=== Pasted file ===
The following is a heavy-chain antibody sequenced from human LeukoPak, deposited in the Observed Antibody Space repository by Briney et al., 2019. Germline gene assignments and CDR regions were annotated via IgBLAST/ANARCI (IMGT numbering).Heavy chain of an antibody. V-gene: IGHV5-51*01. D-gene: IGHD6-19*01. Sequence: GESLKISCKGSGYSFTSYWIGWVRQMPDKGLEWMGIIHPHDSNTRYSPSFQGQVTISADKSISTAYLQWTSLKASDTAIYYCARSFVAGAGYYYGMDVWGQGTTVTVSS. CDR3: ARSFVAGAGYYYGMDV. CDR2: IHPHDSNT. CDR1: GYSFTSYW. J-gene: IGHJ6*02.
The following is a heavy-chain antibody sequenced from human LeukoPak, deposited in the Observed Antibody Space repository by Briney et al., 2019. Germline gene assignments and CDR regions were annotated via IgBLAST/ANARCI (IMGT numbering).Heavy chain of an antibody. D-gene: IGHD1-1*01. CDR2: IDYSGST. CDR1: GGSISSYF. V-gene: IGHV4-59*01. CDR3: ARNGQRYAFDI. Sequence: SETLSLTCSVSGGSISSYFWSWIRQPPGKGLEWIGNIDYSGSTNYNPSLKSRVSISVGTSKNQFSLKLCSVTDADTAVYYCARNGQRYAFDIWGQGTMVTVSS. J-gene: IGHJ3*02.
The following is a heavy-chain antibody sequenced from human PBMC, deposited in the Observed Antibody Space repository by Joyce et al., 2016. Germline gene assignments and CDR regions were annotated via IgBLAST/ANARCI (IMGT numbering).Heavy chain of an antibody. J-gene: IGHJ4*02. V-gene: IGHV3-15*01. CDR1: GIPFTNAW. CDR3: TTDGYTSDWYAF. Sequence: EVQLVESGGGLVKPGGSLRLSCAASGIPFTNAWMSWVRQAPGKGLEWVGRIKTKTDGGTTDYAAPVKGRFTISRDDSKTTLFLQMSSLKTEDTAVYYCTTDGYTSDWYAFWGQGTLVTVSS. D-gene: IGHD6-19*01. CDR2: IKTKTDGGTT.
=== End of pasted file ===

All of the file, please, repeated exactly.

The following is a heavy-chain antibody sequenced from human LeukoPak, deposited in the Observed Antibody Space repository by Briney et al., 2019. Germline gene assignments and CDR regions were annotated via IgBLAST/ANARCI (IMGT numbering).Heavy chain of an antibody. V-gene: IGHV5-51*01. D-gene: IGHD6-19*01. Sequence: GESLKISCKGSGYSFTSYWIGWVRQMPDKGLEWMGIIHPHDSNTRYSPSFQGQVTISADKSISTAYLQWTSLKASDTAIYYCARSFVAGAGYYYGMDVWGQGTTVTVSS. CDR3: ARSFVAGAGYYYGMDV. CDR2: IHPHDSNT. CDR1: GYSFTSYW. J-gene: IGHJ6*02.
The following is a heavy-chain antibody sequenced from human LeukoPak, deposited in the Observed Antibody Space repository by Briney et al., 2019. Germline gene assignments and CDR regions were annotated via IgBLAST/ANARCI (IMGT numbering).Heavy chain of an antibody. D-gene: IGHD1-1*01. CDR2: IDYSGST. CDR1: GGSISSYF. V-gene: IGHV4-59*01. CDR3: ARNGQRYAFDI. Sequence: SETLSLTCSVSGGSISSYFWSWIRQPPGKGLEWIGNIDYSGSTNYNPSLKSRVSISVGTSKNQFSLKLCSVTDADTAVYYCARNGQRYAFDIWGQGTMVTVSS. J-gene: IGHJ3*02.
The following is a heavy-chain antibody sequenced from human PBMC, deposited in the Observed Antibody Space repository by Joyce et al., 2016. Germline gene assignments and CDR regions were annotated via IgBLAST/ANARCI (IMGT numbering).Heavy chain of an antibody. J-gene: IGHJ4*02. V-gene: IGHV3-15*01. CDR1: GIPFTNAW. CDR3: TTDGYTSDWYAF. Sequence: EVQLVESGGGLVKPGGSLRLSCAASGIPFTNAWMSWVRQAPGKGLEWVGRIKTKTDGGTTDYAAPVKGRFTISRDDSKTTLFLQMSSLKTEDTAVYYCTTDGYTSDWYAFWGQGTLVTVSS. D-gene: IGHD6-19*01. CDR2: IKTKTDGGTT.